John's brother Robert Kean Woods Elliott ("Uncle Bob") was born on the Cawdor Estate on June 26, 1925. Therefore it seems likely that the grouse shooting episode at Drynachan described in the previous section took place in August of 1924.
You can read a different view of these times in Bob's own words.
While I was away for the shooting at Drynachan my home was in Fortrose where I attended high school, and on my return my father was engaged to work for Lord Cawdor and moved across the firth. At that time he decided I must quit school, which I did not want to do, but he was firm about it. I got a job in the grocery store and talked to Rector McLeod who agreed to allow me to carry on some of my classes and work part time. I'd go open the store in the morning, sweep out the floors and spread fresh sawdust, make up some packages, perhaps make a delivery, then rush down to the school for classes and then back to the store. Meantime I lived with the storekeeper who had a small family. My bed was made up on four kitchen chairs. Some weekends I would go visit my home and parents by crossing the narrows between the lighthouse at Fortrose and Fort George on the Morayshire side, then by bicycle to Cawdor. On the return trip I would come back to Fort George and pull up a large white board which was the signal for a ferry man to come pick up a passenger, which he transported in a small motor boat. On one occasion when I got to Fort George the sea was too rough to cross for three days, and I was put up by the soldiers in Fort George in the meantime. Fort George, built in 1746, in those days was the depot for the Seaforth Highlanders. It is now only a museum!
I kept on working and going to school for a time but soon became frustrated and gave up both, and returned to Cawdor. I next found a job with a sheep contractor who used to winter sheep brought in from the Western Isles to winter on the mainland turnip fields. The farmers grew a lot of turnips for livestock feed, but they only harvested four rows out of every six, the remainder being let out for winter feed for the sheep. I started out with two thousand in lamb ewes who were given a small portion every second day. They were fenced into their daily portion of the field with a rope net fence strung on light pickets. When they had eaten all the turnips, we would pick the roots loose, and these too were eaten till there was nothing but bare earth. Then they were given another portion, the rope nets had to be taken down, the pickets driven into the new locations, and the nets were restrung. This was where my dog entered the picture. When I started to work with the sheep I bought an old female sheep dog called Fay and she taught me about sheep. When I would drop the rope nets and move the pickets, old Fay would lie with her nose on her paws, and would not permit any sheep to cross the black dividing line until I had the fence erected and called her back.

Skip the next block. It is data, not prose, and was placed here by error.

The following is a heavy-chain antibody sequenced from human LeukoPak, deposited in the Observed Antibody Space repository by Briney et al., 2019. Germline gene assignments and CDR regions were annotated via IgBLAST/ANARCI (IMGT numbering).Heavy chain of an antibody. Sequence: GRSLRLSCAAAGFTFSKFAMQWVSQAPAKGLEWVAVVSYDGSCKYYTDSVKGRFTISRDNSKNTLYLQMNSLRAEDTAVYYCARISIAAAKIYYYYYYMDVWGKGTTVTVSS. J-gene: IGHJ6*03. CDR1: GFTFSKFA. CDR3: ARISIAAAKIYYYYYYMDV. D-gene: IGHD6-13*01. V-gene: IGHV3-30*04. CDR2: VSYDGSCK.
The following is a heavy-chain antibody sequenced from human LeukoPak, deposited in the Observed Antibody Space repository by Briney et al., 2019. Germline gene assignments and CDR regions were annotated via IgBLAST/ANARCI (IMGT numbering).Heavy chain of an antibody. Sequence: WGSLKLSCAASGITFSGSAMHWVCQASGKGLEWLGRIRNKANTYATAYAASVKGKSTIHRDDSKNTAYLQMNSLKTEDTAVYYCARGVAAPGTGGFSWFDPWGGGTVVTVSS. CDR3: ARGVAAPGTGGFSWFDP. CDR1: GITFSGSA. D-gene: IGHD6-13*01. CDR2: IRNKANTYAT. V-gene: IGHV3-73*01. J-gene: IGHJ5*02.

I had to walk five miles each way to work and one day towards spring my employer asked me to look after a further two thousand toups (rams) which he was wintering for the Scottish Board of Agriculture. The shepherd lad on that farm had quit, and I was doubly busy. It was now nearing spring and time to move the herds to their home range, and my ewes had to be driven to the coast and loaded on boats to transport them to the Islands. Moving sheep by road is a very slow job. My ewes had started to drop their lambs but, as they moved slowly, in only a few minutes the newborn lambs were up and tottering after their mothers. There were now three of us: an older shepherd, myself and another young man who drove a cart into which we put the weaker lambs, not many as most of the little fellows tottered along, although sometimes they were separated from their mothers. It was a bedlam of bleating sheep with the dogs scurrying around the herd, pushing along the stragglers.
I went to work for a month for Willie MacKenzie, shepherd at Dulcharn on Drumossie moor, where the battle of Cullodan was fought in 1745 (the last battle in the British Isles). I had to push the sheep back to high ground from their wintering ground in the low country; the stupid animals had to be driven back every morning for a month before they would relocate on their previous summer's range.